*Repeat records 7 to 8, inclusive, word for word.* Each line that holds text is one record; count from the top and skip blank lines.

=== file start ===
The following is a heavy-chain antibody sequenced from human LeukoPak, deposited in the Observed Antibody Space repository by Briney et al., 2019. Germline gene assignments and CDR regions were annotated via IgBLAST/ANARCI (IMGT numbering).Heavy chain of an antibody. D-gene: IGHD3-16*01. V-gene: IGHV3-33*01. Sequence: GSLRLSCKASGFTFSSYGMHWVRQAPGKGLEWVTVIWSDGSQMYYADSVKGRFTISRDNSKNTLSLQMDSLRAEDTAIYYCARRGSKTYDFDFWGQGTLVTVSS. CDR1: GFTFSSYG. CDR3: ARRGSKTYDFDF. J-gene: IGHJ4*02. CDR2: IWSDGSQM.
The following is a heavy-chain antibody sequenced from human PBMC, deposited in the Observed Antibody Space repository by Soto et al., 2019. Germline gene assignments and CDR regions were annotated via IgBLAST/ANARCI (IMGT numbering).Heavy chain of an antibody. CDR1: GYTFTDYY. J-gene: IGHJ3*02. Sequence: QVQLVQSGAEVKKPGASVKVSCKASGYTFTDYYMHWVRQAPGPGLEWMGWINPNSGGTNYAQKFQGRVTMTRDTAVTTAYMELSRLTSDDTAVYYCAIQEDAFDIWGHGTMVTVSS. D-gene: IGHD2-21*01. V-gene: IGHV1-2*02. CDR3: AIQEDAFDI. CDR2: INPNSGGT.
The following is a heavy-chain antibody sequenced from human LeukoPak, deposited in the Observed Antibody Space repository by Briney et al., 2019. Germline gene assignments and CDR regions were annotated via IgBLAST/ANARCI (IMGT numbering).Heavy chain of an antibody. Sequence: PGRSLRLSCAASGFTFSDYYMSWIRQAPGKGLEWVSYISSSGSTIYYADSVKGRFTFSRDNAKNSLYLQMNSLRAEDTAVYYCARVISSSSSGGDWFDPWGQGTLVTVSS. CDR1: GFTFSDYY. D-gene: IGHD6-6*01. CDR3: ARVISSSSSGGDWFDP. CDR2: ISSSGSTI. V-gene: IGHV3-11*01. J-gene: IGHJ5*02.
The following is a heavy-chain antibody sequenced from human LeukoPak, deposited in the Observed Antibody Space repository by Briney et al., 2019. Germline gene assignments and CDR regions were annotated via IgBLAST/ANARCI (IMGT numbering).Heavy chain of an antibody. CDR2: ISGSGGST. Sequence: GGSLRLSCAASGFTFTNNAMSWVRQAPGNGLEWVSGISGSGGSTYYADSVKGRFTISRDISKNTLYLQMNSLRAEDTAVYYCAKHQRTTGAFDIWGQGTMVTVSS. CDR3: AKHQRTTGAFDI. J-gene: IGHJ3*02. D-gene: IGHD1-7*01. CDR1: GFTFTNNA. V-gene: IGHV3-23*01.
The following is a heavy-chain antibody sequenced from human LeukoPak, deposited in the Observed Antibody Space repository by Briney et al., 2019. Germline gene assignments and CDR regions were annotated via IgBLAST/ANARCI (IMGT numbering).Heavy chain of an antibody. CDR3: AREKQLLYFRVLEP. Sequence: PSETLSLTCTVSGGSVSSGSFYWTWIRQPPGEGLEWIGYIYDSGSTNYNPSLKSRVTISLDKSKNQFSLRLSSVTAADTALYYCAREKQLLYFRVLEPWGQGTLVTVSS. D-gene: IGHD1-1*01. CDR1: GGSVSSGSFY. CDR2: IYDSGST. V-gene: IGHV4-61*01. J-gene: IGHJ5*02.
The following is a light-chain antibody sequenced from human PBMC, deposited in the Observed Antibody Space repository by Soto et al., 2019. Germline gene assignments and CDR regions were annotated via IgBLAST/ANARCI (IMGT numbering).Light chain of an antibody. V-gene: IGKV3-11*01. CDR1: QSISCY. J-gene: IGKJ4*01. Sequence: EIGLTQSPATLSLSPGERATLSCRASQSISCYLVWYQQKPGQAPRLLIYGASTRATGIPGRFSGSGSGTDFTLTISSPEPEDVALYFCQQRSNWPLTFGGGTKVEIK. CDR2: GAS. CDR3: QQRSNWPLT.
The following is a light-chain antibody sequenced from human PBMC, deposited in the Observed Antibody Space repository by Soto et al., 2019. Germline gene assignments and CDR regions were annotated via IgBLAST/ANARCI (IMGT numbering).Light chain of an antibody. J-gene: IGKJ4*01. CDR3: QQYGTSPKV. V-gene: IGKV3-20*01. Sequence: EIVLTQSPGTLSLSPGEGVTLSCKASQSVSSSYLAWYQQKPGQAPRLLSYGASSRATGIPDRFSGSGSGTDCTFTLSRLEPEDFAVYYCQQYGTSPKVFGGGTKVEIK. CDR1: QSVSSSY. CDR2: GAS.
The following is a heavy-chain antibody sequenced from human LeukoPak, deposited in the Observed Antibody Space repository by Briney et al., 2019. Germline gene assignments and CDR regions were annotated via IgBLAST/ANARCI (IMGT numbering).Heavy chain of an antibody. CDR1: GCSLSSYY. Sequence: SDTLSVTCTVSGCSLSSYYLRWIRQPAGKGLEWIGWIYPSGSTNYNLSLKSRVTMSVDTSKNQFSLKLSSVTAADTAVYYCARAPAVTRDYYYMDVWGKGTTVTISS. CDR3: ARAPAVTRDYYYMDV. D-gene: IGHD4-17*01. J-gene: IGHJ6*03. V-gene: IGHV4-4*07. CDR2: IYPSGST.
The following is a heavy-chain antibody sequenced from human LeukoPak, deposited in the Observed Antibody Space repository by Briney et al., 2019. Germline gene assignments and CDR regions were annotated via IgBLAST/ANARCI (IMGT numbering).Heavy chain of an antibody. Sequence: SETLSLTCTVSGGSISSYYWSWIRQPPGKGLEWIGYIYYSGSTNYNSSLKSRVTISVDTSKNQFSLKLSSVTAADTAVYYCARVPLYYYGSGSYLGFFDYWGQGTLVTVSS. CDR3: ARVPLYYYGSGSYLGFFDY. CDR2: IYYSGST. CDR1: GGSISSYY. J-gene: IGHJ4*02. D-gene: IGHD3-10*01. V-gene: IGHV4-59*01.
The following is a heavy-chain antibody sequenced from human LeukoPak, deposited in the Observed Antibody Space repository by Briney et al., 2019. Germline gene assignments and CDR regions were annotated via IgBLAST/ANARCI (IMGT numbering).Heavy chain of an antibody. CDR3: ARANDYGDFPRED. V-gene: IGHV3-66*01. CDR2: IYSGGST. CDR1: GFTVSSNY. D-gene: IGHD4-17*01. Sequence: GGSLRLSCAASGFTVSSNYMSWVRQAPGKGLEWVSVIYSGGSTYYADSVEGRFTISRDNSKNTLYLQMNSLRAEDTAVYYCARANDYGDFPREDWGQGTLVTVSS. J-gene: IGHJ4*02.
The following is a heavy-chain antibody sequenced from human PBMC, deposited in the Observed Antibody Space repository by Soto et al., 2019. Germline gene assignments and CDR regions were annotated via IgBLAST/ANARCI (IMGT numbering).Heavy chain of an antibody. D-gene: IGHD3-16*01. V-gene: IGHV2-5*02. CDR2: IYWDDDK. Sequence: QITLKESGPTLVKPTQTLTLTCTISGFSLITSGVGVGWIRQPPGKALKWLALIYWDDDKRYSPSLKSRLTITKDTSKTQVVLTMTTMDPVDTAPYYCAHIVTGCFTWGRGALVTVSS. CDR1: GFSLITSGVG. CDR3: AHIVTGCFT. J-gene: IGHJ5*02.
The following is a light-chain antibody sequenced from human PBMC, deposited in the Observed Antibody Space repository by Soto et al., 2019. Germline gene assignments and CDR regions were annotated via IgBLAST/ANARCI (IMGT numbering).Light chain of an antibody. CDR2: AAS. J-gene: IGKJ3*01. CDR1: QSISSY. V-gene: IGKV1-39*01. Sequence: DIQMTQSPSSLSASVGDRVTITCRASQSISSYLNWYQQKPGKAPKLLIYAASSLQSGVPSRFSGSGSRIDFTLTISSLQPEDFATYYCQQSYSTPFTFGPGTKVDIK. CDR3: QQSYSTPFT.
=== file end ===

The following is a light-chain antibody sequenced from human PBMC, deposited in the Observed Antibody Space repository by Soto et al., 2019. Germline gene assignments and CDR regions were annotated via IgBLAST/ANARCI (IMGT numbering).Light chain of an antibody. J-gene: IGKJ4*01. CDR3: QQYGTSPKV. V-gene: IGKV3-20*01. Sequence: EIVLTQSPGTLSLSPGEGVTLSCKASQSVSSSYLAWYQQKPGQAPRLLSYGASSRATGIPDRFSGSGSGTDCTFTLSRLEPEDFAVYYCQQYGTSPKVFGGGTKVEIK. CDR1: QSVSSSY. CDR2: GAS.
The following is a heavy-chain antibody sequenced from human LeukoPak, deposited in the Observed Antibody Space repository by Briney et al., 2019. Germline gene assignments and CDR regions were annotated via IgBLAST/ANARCI (IMGT numbering).Heavy chain of an antibody. CDR1: GCSLSSYY. Sequence: SDTLSVTCTVSGCSLSSYYLRWIRQPAGKGLEWIGWIYPSGSTNYNLSLKSRVTMSVDTSKNQFSLKLSSVTAADTAVYYCARAPAVTRDYYYMDVWGKGTTVTISS. CDR3: ARAPAVTRDYYYMDV. D-gene: IGHD4-17*01. J-gene: IGHJ6*03. V-gene: IGHV4-4*07. CDR2: IYPSGST.